“When Your Husband Doesn’t Want Sex” Part Four: Causes of and Treatments for Erectile Difficulties

            Ask your husband what he fears the most, and you may hear answers like “heights,” “loneliness,” or even “your mother.” What you probably won’t hear is the truth about one of men’s greatest fears: being unable to obtain or maintain an erection. Yes, men can be afraid of erectile difficulties because often their sense of masculinity is linked to their penis. This sets them up for future trouble because, you guessed it, most men will experience erectile difficulties at some point in their life. In fact, by age 40, almost all men have experienced at least one time where they had trouble getting or maintaining an erection sufficient for intercourse, and by age 50, over 50% of men say that they experience mild to moderate erectile difficulties.

            While most erectile difficulties for men under 40 are due to psychological issues or relationship problems, physical factors or medical conditions need to also be considered, particularly as a man ages. According to Rekindling Desire, common physical causes of erectile dysfunction include:

  • Alcohol abuse
  • Smoking
  • Drug abuse
  • Medication side effects (especially high blood pressure and psychiatric medications, like anti-depressants)
  • Spinal conditions
  • Prostate surgery
  • Chronic illness
  • Poorly controlled diabetes
  • Vascular insufficiency (inadequate blood flow)

Common psychological and relational causes include:

  • Anticipatory anxiety (discussed in this blog http://www.cwives.com/?p=1366 )
  • Performance anxiety (discussed in this blog http://www.cwives.com/?p=1396)
  • Distraction
  • Self-consciousness
  • Viewing intercourse as a pass—fail test
  • A reluctance to request stimulation from his wife
  • Anger at his wife

When a husband has erection difficulties that last for at least six months, it’s likely that he will begin to avoid sex unless you have a frank and compassionate conversation about what’s happening in the bedroom. He needs to consult with his physician (possibly a urologist) to treat any physical causes. His doctor may suggest lifestyle changes, including diet and exercise, a change to medications without sexual side effects, drug/alcohol addiction treatment, smoking cessation, and/or medical interventions such as Viagra, injections, or external pumps.

A couple’s consultation with a sex therapist for treatment of psychological causes is also helpful. A sex therapist will help you as a couple to have accurate sexual expectations and also to increase intimacy, eroticism, and the use of caressing without the expectation of intercourse. This last technique is called “nondemand pleasuring” and helps men learn that erections will wax and wane during sexual activity. I tell couples “erections are like the sun. They will rise again. The trick is to not panic when they temporarily fade.” (Sometimes I even break out into a chorus of “The sun’ll come out tomorrow, bet your bottom dollar, that tomorrow, there’ll be sun…”). 😉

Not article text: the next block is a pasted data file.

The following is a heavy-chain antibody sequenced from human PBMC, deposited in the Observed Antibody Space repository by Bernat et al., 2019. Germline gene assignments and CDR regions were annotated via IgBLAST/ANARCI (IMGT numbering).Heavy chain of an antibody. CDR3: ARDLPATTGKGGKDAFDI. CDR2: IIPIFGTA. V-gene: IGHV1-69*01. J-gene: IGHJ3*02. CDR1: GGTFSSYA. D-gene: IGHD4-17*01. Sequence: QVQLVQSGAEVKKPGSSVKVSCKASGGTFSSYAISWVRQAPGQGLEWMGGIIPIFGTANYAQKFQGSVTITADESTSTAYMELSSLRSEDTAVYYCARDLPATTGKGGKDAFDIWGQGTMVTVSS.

So, if your husband has lost interest in sex, search your memory for episodes of erectile difficulties. They may have been the start of his current lack of interest in sex. The Part Five blog will cover another male sexual dysfunction that can lead to inhibited sexual desire: premature ejaculation.

What suggestions do you have for what to say or do if a husband has trouble getting or maintaining an erection?


Comments 8

  1. Jayne
    February 20, 2012

    All of this is so true. But I have to say, I am so tired of fighting this battle w/ my husband. He refuses to take care of his health. He is plagued by health issues at the age of 46 which include diabetes, a heart attach & 5 bypass surgery. I am having a very difficult time taking care of myself. I try to come up w/ different alternatives for him such as natural ways to lower his sugars. He will try it for a while then w/ in a couple of weeks will go back to his usual ways. At this point I am just trying to make it through the day w/ no light at the end of the tunnel.

    1. February 20, 2012

      Thanks for sharing your struggles, Jayne. It sounds like he hasn’t taken full ownership of his health which may make you tend towards taking ownership of his health. Please consider redirecting your energy toward taking care of yourself. Part of your exhaustion comes from the reality of living with a spouse with multiple chronic health issues, but part of your exhaustion may also come from trying to change your spouse’s habits and values. It wears us out when we try to change other people because we are trying to what only God can do. Often, we have to step back and let people choose what they are going to choose. I understand that in your husband’s case, his choices could have deadly consequences; however, it sounds like trying to push him toward healthy habits is killing you.

      I am praying for you and your husband today.


  2. Teresa
    February 20, 2012